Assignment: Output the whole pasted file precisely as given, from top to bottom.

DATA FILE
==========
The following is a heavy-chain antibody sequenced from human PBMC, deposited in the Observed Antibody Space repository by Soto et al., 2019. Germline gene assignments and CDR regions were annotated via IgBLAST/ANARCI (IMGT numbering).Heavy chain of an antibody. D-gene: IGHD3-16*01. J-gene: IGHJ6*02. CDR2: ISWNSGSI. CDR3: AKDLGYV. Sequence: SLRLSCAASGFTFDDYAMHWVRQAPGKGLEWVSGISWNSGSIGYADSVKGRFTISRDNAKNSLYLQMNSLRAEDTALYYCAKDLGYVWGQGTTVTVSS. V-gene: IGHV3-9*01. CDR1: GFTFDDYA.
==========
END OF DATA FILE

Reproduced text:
The following is a heavy-chain antibody sequenced from human PBMC, deposited in the Observed Antibody Space repository by Soto et al., 2019. Germline gene assignments and CDR regions were annotated via IgBLAST/ANARCI (IMGT numbering).Heavy chain of an antibody. D-gene: IGHD3-16*01. J-gene: IGHJ6*02. CDR2: ISWNSGSI. CDR3: AKDLGYV. Sequence: SLRLSCAASGFTFDDYAMHWVRQAPGKGLEWVSGISWNSGSIGYADSVKGRFTISRDNAKNSLYLQMNSLRAEDTALYYCAKDLGYVWGQGTTVTVSS. V-gene: IGHV3-9*01. CDR1: GFTFDDYA.